James Poniewozik, “The SCOTUS With the Mostus,” Time, December 1, 2000

SCOTUS is an acronym that stands for the Supreme Court of the United States. POTUS stands for the President of the United States, while FLOTUS is the First Lady of the United States.

socialized medicine

Socialized medicine is a system in which the government owns the means of providing medicine. Britain is an example of socialized system, as, in America, is the Veterans Health Administration. In a socialized system, the government employs the doctors and nurses, builds and owns the hospitals, and bargains for and purchases the technology. I have literally never heard a proposal for converting America to a socialized system of medicine.”

Ezra Klein, “Health Reform for Beginners,” The Washington Post, June 9, 2009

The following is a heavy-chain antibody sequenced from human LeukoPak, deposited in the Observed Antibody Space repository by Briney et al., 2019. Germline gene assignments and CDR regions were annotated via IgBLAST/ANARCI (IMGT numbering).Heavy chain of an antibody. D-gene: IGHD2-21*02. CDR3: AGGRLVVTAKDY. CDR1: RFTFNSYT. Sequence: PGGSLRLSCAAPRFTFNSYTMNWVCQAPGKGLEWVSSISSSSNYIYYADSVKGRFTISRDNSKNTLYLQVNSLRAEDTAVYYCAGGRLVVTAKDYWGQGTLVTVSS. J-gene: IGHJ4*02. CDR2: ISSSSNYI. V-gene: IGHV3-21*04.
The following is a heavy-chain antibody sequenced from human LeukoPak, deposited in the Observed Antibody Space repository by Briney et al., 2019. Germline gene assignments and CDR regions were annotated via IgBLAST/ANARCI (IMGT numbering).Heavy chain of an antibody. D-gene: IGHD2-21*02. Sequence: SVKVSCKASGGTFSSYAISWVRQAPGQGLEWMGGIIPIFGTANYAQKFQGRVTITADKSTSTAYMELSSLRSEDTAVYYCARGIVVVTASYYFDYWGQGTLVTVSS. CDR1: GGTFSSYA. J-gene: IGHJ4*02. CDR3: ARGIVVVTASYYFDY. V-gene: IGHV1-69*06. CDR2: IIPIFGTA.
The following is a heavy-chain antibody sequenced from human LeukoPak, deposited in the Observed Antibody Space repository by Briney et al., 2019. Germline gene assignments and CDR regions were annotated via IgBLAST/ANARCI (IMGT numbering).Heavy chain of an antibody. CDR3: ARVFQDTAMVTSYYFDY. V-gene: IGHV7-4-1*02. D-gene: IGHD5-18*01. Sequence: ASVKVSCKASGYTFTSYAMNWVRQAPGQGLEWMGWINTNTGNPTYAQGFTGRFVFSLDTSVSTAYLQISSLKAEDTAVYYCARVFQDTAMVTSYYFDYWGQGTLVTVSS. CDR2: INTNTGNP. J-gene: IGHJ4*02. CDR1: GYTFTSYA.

Socialized medicine refers to “a government-regulated system for providing health care for all by means of subsidies derived from taxation.” Some examples of countries that practice socialized medicine are Australia, Canada, Finland, and the United Kingdom. Socialized medicine differs from single-payer health care, says Ezra Klein, in that:

[single-payer health care is] a system in which one institution purchases all, or in reality, most, of the care. But the payer does not own the doctors or the hospitals or the nurses or the MRI scanners. Medicare is an example of a mostly single-payer system, as is France. Both of these systems have private insurers to choose from, but the government is the dominant purchaser.

Canada has socialized medicine and a single-payer system (newsflash to those with moving plans).